Dr. Kieran Lyons, BA (Bath), MFA (Yale), PhD (Wales)
Room B321 Portland Square,
University of Plymouth,
Originally trained as a sculptor, Kieran Lyons worked in performance and as an installation artist throughout the 70s and 80s creating interactive installations using video-targeting systems in the 90s most notably exhibited in 1997 and 2002, with Assigning Handlers to a Shadow(2000), in Afon/ River: Going(2001), in A470:Tax and Swerve(2002 & 2003) and No More Play at the Ffloc/ Flock Research Galleryat the University of Wales in January 2008. The PhD thesis ‘Conscripting the “Jura-Paris road”: military themes in the work of Marcel Duchamp’considered the implications of militarism in France and its influence on Marcel Duchamp, appearing first in his text ‘The Jura-Paris road’ and surfacing in his practice between 1912 – 1915 while continuing as a discernible preoccupation in his work until 1945. This has been the topic of papers and essays on related subjects since 2000. The thesis was supervised by Professor Roy Ascott (University of Wales/ University of Plymouth) and advised by Professor Linda Dalrymple Henderson (University of Texas). In the latter stages this process was continued by Michel Punt (University of Plymouth) and completed by Robert Pepperell (University of Wales Institute Cardiff). The examination was conducted by Gavin Parkinson (Department of Art History, Oxford University) and Jennifer Mundy (Head of Collections Research Tate Gallery.) His recent work signals a return to drawing practice. The works in the recent exhibition (2018) made since 2013 owe their existence in some way to his PhD research. This research can be seen in his paper for Tate Research, (2006) and appears (2019) in ‘François Dagognet, Philosophe, Épistémologue’ as the essay ‘The Beat of 5 Hearts: Dagognet, Duchamp, Marey and ‘the Jura-Paris road’ (French title: François Dagognet, Étienne-Jules Marey et Marcel Duchamp : Discours à la périphériede la route Jura-Paris).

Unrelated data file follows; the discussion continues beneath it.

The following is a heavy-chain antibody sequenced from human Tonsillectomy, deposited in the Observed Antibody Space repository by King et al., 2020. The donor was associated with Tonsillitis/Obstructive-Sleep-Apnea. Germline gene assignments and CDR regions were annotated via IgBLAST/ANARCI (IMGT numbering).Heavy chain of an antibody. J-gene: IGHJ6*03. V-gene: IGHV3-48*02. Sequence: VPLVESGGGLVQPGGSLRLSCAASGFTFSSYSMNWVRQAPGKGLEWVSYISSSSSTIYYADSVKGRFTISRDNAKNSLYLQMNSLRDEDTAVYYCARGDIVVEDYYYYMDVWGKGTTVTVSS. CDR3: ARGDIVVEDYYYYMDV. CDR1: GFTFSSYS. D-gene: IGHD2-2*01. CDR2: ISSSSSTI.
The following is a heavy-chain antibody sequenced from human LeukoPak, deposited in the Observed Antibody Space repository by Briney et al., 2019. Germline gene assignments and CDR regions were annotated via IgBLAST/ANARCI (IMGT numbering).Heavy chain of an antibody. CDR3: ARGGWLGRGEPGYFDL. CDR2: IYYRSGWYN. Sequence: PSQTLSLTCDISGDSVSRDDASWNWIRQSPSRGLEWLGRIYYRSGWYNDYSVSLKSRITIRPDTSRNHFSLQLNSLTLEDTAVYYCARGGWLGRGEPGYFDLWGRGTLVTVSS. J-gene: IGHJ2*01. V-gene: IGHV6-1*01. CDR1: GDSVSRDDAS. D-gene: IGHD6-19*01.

He was awarded his PhD in August 2007.
Theory/ Publishing, Practice/ Exhibition: Research continues themes addressed in the PhD while seeking publishing and exhibition opportunities. The developing themes will continue to link associated ideas related to Duchamp’s practice between 1905 – 1915, for instance the readymades and experiments with language and chance. Needless to say this practical work will reflect the historical influences outlined above and will output, as before, into trans-disciplinary installations and drawings for public exhibitions. Inevitably, it will reflect, make adjustments to and draw new conclusions from conversations with artists and theoreticians in future situations to be encountered.
Kieran Lyons OPEN HINGE 1 – 15 June 2018 The Sustainable Studio | Cardiff
Kieran Lyons ‘s exhibition OPEN HINGE brought together different projects unified by a technique of drawing with loosely clustered pencils. This method is always unpredictable and emphasises the vicissitudes of process over subject legibility. Marcel Duchamp (1887-1968) might have recognized this process. He would have described it as a method of ‘démultiplication’; Duchamp’s way of reducing his moving subject into layers of competing parallel gestures. Duchamp has always been a wellspring for Kieran Lyons and most of these drawings in this show responded to different formulations of his. The use of the term ‘hinge’ in the title comes directly from Duchamp where he discusses the hinge’s potential as a device that can transform the aspect of things.
Subjects vary, in this exhibition, and are drawn from a childhood sketch by the six-year-old Duchamp, a seascape made by Turner in 1828, seven seated Buddhas from the 8thcentury Ellora caves in India and the fugitive beauty of the Wye valley drawn from an unpredictably drifting boat. Three evenings of drawing in the dark at the Welsh National Opera come to their conclusion here also.
Ghost Gear: Turner’s Burning Hulk, 2014/15
Turner painted his oil-sketch ‘Seascape with Burning Hulk’ in1828. It shows a derelict ship against a murky horizon with smoke pouring from it into an overcast sky. My work reconfigures Turner’s painting into an extended sequence on separate sheets of paper butted together in one array.
They were all drawn from memory, while sitting in my boat on the tidal river Wye. Incongruously, footballs floated by, some in extreme states of depletion, swept backwards and forwards on the endless tide.
The drawings are displayed in one array of 42 pictures and completed with a central horizon of depleted and mouldering footballs, all rescued from the river while I drew.